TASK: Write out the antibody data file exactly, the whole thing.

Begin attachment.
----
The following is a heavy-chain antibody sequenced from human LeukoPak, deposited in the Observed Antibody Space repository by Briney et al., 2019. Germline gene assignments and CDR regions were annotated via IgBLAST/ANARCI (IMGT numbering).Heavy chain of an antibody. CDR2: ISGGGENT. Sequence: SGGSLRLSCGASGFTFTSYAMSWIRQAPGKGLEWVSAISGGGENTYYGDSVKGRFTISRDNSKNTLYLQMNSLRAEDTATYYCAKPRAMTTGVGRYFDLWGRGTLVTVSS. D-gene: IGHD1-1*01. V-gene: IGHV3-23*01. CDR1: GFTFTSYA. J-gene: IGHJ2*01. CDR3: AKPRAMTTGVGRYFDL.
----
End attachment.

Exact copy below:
The following is a heavy-chain antibody sequenced from human LeukoPak, deposited in the Observed Antibody Space repository by Briney et al., 2019. Germline gene assignments and CDR regions were annotated via IgBLAST/ANARCI (IMGT numbering).Heavy chain of an antibody. CDR2: ISGGGENT. Sequence: SGGSLRLSCGASGFTFTSYAMSWIRQAPGKGLEWVSAISGGGENTYYGDSVKGRFTISRDNSKNTLYLQMNSLRAEDTATYYCAKPRAMTTGVGRYFDLWGRGTLVTVSS. D-gene: IGHD1-1*01. V-gene: IGHV3-23*01. CDR1: GFTFTSYA. J-gene: IGHJ2*01. CDR3: AKPRAMTTGVGRYFDL.